Last week Gov. Gavin Newsom issued a statewide stay-at-home order to try and limit the spread of coronavirus. Now Sacramento-region law enforcement agencies are figuring out how to handle complaints against "non-essential" businesses that are still open.
Penalties for disobeying the emergency order for non-essential businesses to close come with a $1,000 fine and six months in jail, if convicted.
All five law enforcement agencies in Yuba and Sutter counties have been contacting businesses that are not essential but have remained open.
Officers are telling businesses which ones qualify as essential, and which should close.
“We’re talking to these non-essential businesses," says bi-county public health department spokesman Russ Brown. “It’s about that distancing. Some of those businesses that we’re talking about are built on the idea of closeness, of not being socially distant: barbershops, salons, massage, whatever it is. Those are based on (people) being very close together.”
Government Code Section 8665 says it is a misdemeanor to fail to comply with the governor’s order. Non-essential businesses include dine-in restaurants, vape shops, gyms, and golf courses.
No one has been cited yet. According to the Yuba City Police Department, some owners have said they were not aware of the law because English is not their first language. Other businesses have explained how they are complying with the new rules. Others have shut down. Brown says there have been no instances so far of a business staying open once contacted.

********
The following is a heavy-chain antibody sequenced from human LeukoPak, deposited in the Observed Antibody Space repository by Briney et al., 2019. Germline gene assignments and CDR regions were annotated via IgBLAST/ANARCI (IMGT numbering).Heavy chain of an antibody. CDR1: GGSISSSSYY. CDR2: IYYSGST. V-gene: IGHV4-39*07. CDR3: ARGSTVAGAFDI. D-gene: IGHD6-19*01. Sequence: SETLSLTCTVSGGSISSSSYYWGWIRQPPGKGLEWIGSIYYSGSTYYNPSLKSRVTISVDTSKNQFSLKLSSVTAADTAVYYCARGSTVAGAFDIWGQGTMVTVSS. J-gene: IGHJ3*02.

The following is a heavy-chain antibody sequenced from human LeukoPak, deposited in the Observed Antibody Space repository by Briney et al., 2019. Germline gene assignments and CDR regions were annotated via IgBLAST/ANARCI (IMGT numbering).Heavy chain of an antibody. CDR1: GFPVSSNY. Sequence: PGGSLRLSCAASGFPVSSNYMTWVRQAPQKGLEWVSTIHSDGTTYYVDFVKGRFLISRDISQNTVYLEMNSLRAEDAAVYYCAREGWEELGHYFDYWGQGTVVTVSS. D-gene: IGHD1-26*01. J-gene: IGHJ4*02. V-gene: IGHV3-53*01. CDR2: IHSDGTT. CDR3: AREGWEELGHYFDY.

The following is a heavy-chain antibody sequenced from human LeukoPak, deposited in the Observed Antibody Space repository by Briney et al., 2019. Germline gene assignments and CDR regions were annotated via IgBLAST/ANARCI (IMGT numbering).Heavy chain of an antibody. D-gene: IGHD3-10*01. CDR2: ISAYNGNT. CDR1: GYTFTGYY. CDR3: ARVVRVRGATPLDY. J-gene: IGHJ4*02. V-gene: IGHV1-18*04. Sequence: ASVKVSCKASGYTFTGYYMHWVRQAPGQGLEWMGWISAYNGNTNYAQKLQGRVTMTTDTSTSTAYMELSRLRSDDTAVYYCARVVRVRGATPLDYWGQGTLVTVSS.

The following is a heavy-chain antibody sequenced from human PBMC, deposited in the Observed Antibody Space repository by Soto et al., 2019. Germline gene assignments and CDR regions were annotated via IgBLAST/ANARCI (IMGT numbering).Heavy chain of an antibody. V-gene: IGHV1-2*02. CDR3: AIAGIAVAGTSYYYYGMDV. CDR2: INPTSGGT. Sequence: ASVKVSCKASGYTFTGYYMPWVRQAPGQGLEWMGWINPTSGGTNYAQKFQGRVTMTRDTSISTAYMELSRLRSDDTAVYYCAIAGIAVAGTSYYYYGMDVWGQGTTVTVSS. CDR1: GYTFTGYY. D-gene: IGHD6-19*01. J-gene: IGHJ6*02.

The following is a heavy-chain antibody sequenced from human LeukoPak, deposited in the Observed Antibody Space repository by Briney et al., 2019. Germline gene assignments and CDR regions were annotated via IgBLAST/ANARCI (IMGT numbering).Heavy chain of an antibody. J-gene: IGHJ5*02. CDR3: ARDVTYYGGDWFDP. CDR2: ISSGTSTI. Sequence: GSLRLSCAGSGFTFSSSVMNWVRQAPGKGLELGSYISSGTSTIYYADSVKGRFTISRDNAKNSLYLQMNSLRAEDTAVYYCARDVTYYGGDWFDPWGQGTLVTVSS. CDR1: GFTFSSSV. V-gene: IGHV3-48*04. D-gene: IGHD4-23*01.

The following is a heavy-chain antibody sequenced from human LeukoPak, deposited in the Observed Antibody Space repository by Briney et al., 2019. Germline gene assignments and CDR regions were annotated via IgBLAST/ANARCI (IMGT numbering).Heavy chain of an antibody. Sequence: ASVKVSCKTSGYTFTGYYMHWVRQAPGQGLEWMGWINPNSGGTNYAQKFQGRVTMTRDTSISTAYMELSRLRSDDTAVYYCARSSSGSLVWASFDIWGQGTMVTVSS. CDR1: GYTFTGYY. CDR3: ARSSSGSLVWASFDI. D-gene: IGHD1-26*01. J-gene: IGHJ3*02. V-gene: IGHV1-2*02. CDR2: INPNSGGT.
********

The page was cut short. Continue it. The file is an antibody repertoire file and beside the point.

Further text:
Folsom Police Chief Rick Hillman says his department prefers to respond to complaints by calling the business first.
“If that doesn’t work, we then send a fire prevention officer, code enforcement officer or a detective to the business to make contact with the owner or manager and help them to understand why the order is in effect,” Hillman said.
Elk Grove Police have not contacted anyone yet, but have received a few complaints. Deputy Jason Jimenez says they will send an officer if they receive multiple complaints about a single business.
“So far what we’ve seen is it’s not the same business, and so that’s kind of the stance we’re taking is if we get a repeat call in (regards) to the same business, and that’s when we’ll make the determination of whether or not we make that visit and provide education to that owner.”
The Yolo County Sheriff’s department says code enforcement and city police officers would be notified of any complaints. Like the others they’ve only had a few reports. Theirs were related to golf courses in the county.
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